Clean Wood Heat from a Modern Wood Burning Stove

Friday 24th May 2019

The popularity of wood stoves in recent years has led many to associate air pollution with wood stoves and wood fuel. In reality, air emissions result mostly from burning wood in open fires, which is illegal in most residential areas of the UK under the Clean Air Act 1993. According to the Stove Industry Alliance, using modern wood stoves reduces emissions from burning wood by a factor of ten compared to using an open fire because modern wood stoves ensure higher burning temperature and complete combustion of wood fuel. Using wood stoves classed as 'exempt' under the Clean Air Act or compliant with the Ecodesign standard promoted by the Stove Industry Alliance is particularly advantageous for the consumer and environment. 

Additionally, a major factor contributing to air emissions is the use of wood with high moisture content, such as wet logs or logs 'seasoned' over an insufficient period of time. Bioglow sells only wood fuels that are either kiln-dried to moisture of 20% or less, or made from sawdust with moisture of around 10%. Using modern wood stoves to burn kiln-dried logs or wood briquettes made from dry sawdust is dramatically more efficient and environmentally friendly compared to burning wet logs. 

For many users in homes not connected to the gas grid, using a modern wood stove replaces non-renewable fossil fuels with a clean, renewable fuel source, providing further environmental benefits.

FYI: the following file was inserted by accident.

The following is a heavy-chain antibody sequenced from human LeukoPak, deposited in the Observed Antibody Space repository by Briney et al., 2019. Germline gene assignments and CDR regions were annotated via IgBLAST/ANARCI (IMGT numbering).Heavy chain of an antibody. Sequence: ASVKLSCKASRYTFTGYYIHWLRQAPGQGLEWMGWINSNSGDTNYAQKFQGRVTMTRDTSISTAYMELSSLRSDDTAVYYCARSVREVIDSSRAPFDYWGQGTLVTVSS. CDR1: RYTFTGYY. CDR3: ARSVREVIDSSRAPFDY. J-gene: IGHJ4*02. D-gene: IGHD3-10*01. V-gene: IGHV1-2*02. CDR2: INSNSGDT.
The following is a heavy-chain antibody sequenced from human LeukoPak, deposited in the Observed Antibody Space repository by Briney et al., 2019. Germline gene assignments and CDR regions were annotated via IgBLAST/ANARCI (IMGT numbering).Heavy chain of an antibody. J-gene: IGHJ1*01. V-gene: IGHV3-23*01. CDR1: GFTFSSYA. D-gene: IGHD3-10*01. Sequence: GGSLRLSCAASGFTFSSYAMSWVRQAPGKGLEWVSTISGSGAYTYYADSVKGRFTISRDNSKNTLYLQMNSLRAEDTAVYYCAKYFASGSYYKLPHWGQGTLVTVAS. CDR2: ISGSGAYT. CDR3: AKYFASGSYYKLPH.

The Stove Industry Alliance provides the following step-by-step guide to correctly using and enjoying your wood stove:

1. Use plenty of small kindling.

2. Set all controls at fully open, light the fire and close the door. Flames should fill the box for about 10-15 minutes while the stove reaches a good operating temperature.

3. Refuel with slightly larger logs or additional wood briquettes. If your stove has more than one air control, close the one that allows air in directly from the room.

4. Once the stove has reached optimum temperature, you can reduce the amount of air using the 'secondary' air control. Be sure not to close it off too far as there needs to be enough air coming in for the wood briquettes to burn. If the fire continues burning with all air inflow controls closed, this may indicate an air leak - have your stove inspected by a qualified technician.

5. Keep the temperature hot. If using a flue thermometer, air for the middle for best results.

6. Refuel the fire from time to time to maintain a bright flame.

7. Check the top of your chimney - no smoke should be visible. If you see smoke, adjust the controls of your stove or get advice from a chimney sweep or qualified stove technician.

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